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Scientists close to synthesizing the entire genome of baker’s yeast

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A team of researchers at New York University are close to achieving a scientific first according to the group’s lead geneticist Jef Boeke announced. The Synthetic Yeast 2.0 Project has been able to almost fully synthesize the genome of baker’s yeast, continuing the work they’d begun in 2014 when they managed to create the first “designer chromosome” to replace part of the yeast’s genetic material. Three years on and the scientists are close to synthesizing the last of the sixteen chromosomes, a feat they expect to accomplish by the end of the year.

Being able to completely synthesize an organism’s genetic material would open the door on a world of possibilities in the genetic field, and could end up affecting everything from biofuels to medicine, its’ potential is almost limitless, as Boeke expresses:

“We’re all really excited about seeing the end in sight, but the end is really just the beginning. Once we combine everything into one cell, that’s when the real fun begins. That’s when the power of a fully synthetic genome will become apparent.”

Yeast Cells by CSIRO
Yeast Cells by CSIRO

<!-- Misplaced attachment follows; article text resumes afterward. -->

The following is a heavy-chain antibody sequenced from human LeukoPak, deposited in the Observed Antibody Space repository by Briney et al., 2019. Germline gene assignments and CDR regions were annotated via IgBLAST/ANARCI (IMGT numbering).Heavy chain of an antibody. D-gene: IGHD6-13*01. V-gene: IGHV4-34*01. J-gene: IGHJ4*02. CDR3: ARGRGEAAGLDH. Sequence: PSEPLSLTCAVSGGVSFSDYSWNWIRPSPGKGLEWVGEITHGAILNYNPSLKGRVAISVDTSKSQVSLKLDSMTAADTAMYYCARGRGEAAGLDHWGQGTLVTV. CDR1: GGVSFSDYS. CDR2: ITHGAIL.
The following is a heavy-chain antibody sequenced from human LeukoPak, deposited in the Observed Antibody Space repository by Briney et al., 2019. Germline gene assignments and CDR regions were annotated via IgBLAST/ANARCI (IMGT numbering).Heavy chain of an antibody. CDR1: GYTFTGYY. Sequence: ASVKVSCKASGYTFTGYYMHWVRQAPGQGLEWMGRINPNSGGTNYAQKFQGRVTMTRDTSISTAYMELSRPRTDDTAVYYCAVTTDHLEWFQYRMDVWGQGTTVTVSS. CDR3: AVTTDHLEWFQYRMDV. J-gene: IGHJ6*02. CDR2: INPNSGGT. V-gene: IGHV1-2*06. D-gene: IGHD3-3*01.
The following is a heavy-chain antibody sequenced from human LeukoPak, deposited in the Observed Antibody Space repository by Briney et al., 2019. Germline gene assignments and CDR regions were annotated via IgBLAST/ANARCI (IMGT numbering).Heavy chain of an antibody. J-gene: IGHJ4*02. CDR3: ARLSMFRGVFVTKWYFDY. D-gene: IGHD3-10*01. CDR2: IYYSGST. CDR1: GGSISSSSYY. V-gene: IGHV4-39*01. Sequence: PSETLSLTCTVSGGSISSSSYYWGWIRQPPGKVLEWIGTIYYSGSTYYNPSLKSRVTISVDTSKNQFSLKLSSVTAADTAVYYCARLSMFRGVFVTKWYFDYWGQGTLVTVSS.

This breakthrough was explained in a series of seven scientific papers with over two hundred authors, and outlined some of the intricacies of the procedures behind the synthesizing process. Along with the other upcoming advance thanks to the Crispr-Cas9 gene and attached projects like the Woolly Mammoth Revival Team, gene editing technology is currently on the verge of a major breakthrough.

With such excitement in the air, many have been asking if the Human Genome Project might benefit from such technology. Even though our genome almost three hundred times the size of yeast’s, there is indeed a possibility that it one day completely synthesized. However, the debate still rages within the scientific community as to whether or not science should be in a position to manipulate human genes. Head of the Synthetic Yeast Project, Boeke explains his  views on the matter:

“I draw the line at humans. For the GP-write project, we’re just not going to go there. We’re going to ask participants to just not go in that direction.”

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